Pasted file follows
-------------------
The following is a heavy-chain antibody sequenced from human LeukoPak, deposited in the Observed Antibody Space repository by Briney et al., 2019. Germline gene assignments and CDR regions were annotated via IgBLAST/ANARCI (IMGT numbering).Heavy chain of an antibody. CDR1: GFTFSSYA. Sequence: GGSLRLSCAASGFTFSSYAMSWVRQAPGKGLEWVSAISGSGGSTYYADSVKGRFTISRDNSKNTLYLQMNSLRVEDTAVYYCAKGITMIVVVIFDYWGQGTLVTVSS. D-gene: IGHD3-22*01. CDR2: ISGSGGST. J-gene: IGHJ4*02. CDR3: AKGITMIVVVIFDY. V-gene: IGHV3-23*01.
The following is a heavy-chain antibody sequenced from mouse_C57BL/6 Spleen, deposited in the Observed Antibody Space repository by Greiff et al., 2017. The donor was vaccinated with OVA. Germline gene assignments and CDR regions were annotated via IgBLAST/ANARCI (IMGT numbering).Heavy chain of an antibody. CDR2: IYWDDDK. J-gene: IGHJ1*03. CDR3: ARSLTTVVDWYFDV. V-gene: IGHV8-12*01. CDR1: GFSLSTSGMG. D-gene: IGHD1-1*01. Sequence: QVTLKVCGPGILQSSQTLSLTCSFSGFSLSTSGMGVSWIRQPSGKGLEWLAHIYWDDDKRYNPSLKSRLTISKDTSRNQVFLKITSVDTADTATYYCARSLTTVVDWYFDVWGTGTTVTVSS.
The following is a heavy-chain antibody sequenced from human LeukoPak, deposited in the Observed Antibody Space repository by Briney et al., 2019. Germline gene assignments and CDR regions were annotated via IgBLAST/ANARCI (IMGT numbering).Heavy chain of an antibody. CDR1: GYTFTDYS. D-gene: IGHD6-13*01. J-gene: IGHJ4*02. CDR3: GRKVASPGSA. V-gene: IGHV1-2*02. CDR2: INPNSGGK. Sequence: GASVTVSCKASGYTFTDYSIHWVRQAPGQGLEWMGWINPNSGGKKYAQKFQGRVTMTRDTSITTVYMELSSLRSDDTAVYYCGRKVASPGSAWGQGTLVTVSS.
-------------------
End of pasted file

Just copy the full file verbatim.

The following is a heavy-chain antibody sequenced from human LeukoPak, deposited in the Observed Antibody Space repository by Briney et al., 2019. Germline gene assignments and CDR regions were annotated via IgBLAST/ANARCI (IMGT numbering).Heavy chain of an antibody. CDR1: GFTFSSYA. Sequence: GGSLRLSCAASGFTFSSYAMSWVRQAPGKGLEWVSAISGSGGSTYYADSVKGRFTISRDNSKNTLYLQMNSLRVEDTAVYYCAKGITMIVVVIFDYWGQGTLVTVSS. D-gene: IGHD3-22*01. CDR2: ISGSGGST. J-gene: IGHJ4*02. CDR3: AKGITMIVVVIFDY. V-gene: IGHV3-23*01.
The following is a heavy-chain antibody sequenced from mouse_C57BL/6 Spleen, deposited in the Observed Antibody Space repository by Greiff et al., 2017. The donor was vaccinated with OVA. Germline gene assignments and CDR regions were annotated via IgBLAST/ANARCI (IMGT numbering).Heavy chain of an antibody. CDR2: IYWDDDK. J-gene: IGHJ1*03. CDR3: ARSLTTVVDWYFDV. V-gene: IGHV8-12*01. CDR1: GFSLSTSGMG. D-gene: IGHD1-1*01. Sequence: QVTLKVCGPGILQSSQTLSLTCSFSGFSLSTSGMGVSWIRQPSGKGLEWLAHIYWDDDKRYNPSLKSRLTISKDTSRNQVFLKITSVDTADTATYYCARSLTTVVDWYFDVWGTGTTVTVSS.
The following is a heavy-chain antibody sequenced from human LeukoPak, deposited in the Observed Antibody Space repository by Briney et al., 2019. Germline gene assignments and CDR regions were annotated via IgBLAST/ANARCI (IMGT numbering).Heavy chain of an antibody. CDR1: GYTFTDYS. D-gene: IGHD6-13*01. J-gene: IGHJ4*02. CDR3: GRKVASPGSA. V-gene: IGHV1-2*02. CDR2: INPNSGGK. Sequence: GASVTVSCKASGYTFTDYSIHWVRQAPGQGLEWMGWINPNSGGKKYAQKFQGRVTMTRDTSITTVYMELSSLRSDDTAVYYCGRKVASPGSAWGQGTLVTVSS.